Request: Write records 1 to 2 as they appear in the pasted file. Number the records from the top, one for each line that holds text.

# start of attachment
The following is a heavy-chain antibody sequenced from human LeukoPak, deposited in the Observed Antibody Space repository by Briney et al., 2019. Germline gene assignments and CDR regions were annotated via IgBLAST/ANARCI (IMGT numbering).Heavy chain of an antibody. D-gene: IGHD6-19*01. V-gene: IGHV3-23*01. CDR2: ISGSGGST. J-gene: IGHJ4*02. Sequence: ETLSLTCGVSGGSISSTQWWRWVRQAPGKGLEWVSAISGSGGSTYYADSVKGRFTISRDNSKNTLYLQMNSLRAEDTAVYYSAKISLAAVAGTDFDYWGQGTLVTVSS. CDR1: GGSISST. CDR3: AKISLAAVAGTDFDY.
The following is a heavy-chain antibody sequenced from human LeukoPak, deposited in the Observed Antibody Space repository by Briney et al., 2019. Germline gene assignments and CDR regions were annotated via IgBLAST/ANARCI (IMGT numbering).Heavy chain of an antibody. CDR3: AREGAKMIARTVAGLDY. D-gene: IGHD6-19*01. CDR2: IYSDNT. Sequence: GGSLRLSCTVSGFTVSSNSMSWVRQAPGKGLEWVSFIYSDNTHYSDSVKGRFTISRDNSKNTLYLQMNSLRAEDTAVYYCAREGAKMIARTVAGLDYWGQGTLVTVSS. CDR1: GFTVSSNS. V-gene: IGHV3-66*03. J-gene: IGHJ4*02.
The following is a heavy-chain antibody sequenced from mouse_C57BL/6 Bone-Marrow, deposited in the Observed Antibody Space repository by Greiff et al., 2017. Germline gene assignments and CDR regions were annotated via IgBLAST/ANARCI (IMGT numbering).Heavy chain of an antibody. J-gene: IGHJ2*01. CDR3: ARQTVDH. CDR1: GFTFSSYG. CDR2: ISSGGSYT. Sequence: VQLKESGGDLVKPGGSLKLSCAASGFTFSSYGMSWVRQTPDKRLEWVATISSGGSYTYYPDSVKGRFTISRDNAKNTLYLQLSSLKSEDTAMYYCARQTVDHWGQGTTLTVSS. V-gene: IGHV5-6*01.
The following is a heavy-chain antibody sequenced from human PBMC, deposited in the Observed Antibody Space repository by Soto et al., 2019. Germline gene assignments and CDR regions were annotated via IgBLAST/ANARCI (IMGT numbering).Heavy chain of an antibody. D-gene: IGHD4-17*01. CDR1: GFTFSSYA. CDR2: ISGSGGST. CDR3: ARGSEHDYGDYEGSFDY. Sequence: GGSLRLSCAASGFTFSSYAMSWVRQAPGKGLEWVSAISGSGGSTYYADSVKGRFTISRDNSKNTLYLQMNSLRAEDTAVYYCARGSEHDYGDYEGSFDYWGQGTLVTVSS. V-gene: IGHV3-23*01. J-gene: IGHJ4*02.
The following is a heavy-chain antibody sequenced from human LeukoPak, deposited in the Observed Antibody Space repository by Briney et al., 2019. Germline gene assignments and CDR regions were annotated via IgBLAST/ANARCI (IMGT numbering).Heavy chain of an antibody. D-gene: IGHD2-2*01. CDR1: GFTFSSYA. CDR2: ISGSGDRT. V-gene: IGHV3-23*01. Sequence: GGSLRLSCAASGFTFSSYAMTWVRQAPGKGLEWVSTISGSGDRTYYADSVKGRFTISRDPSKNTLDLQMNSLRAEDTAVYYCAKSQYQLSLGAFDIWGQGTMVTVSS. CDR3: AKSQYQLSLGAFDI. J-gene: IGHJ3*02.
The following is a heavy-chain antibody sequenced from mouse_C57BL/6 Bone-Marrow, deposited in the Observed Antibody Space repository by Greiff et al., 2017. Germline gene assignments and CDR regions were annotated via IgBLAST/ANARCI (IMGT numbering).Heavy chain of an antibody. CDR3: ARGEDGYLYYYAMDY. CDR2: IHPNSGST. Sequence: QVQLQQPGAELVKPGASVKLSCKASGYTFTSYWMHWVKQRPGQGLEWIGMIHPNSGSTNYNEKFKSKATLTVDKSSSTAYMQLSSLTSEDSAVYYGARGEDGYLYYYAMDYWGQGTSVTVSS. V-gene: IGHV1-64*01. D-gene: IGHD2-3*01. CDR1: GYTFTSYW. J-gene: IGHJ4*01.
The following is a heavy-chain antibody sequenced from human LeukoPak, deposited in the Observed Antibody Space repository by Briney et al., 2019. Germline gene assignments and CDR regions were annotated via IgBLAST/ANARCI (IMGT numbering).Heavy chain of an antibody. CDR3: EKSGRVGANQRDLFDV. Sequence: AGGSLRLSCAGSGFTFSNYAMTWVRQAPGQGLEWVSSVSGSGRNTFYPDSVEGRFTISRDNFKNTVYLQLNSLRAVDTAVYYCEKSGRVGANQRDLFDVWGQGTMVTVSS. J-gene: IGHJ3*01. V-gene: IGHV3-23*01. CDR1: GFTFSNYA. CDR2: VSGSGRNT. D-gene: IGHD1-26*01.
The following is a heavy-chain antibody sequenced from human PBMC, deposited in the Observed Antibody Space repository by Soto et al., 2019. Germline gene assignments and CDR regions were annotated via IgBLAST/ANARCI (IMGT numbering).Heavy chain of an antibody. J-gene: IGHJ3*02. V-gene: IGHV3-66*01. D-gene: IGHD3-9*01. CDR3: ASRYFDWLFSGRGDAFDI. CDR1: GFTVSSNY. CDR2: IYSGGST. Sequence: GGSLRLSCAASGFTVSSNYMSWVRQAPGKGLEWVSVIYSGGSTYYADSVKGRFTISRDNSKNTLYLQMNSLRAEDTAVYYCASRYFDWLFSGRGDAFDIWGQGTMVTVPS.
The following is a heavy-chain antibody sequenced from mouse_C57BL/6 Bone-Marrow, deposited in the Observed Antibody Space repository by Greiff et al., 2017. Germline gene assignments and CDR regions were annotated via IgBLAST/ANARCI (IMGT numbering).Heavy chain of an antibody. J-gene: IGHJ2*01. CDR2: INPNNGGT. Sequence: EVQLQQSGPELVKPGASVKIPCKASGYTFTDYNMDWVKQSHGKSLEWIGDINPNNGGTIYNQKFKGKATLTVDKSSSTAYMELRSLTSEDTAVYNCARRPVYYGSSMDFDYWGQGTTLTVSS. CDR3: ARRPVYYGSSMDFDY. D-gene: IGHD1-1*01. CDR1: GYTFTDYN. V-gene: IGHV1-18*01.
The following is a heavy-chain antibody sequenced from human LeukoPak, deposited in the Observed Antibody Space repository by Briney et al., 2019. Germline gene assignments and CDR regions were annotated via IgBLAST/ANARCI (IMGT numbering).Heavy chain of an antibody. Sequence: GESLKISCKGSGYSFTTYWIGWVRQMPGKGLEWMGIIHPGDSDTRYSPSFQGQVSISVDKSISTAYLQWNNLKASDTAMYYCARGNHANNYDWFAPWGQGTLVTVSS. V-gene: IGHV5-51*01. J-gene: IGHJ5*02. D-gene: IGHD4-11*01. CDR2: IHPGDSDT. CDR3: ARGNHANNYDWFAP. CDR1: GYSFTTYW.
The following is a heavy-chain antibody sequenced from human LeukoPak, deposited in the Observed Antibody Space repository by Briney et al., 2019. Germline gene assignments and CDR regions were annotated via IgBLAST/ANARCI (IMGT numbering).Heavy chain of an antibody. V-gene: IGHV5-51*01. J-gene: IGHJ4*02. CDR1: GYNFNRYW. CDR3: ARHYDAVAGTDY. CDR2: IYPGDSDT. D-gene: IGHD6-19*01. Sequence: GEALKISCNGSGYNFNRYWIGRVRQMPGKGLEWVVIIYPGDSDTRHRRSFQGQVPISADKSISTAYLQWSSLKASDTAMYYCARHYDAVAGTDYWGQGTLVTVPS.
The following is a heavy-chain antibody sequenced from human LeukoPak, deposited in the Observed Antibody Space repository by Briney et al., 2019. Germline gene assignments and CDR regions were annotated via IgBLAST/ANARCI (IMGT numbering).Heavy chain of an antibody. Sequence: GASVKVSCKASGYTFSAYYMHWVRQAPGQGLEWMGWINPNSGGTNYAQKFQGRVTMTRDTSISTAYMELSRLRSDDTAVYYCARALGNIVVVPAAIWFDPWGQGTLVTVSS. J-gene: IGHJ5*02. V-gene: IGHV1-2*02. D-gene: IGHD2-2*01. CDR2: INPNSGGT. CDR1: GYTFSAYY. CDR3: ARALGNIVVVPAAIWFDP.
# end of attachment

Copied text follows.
The following is a heavy-chain antibody sequenced from human LeukoPak, deposited in the Observed Antibody Space repository by Briney et al., 2019. Germline gene assignments and CDR regions were annotated via IgBLAST/ANARCI (IMGT numbering).Heavy chain of an antibody. D-gene: IGHD6-19*01. V-gene: IGHV3-23*01. CDR2: ISGSGGST. J-gene: IGHJ4*02. Sequence: ETLSLTCGVSGGSISSTQWWRWVRQAPGKGLEWVSAISGSGGSTYYADSVKGRFTISRDNSKNTLYLQMNSLRAEDTAVYYSAKISLAAVAGTDFDYWGQGTLVTVSS. CDR1: GGSISST. CDR3: AKISLAAVAGTDFDY.
The following is a heavy-chain antibody sequenced from human LeukoPak, deposited in the Observed Antibody Space repository by Briney et al., 2019. Germline gene assignments and CDR regions were annotated via IgBLAST/ANARCI (IMGT numbering).Heavy chain of an antibody. CDR3: AREGAKMIARTVAGLDY. D-gene: IGHD6-19*01. CDR2: IYSDNT. Sequence: GGSLRLSCTVSGFTVSSNSMSWVRQAPGKGLEWVSFIYSDNTHYSDSVKGRFTISRDNSKNTLYLQMNSLRAEDTAVYYCAREGAKMIARTVAGLDYWGQGTLVTVSS. CDR1: GFTVSSNS. V-gene: IGHV3-66*03. J-gene: IGHJ4*02.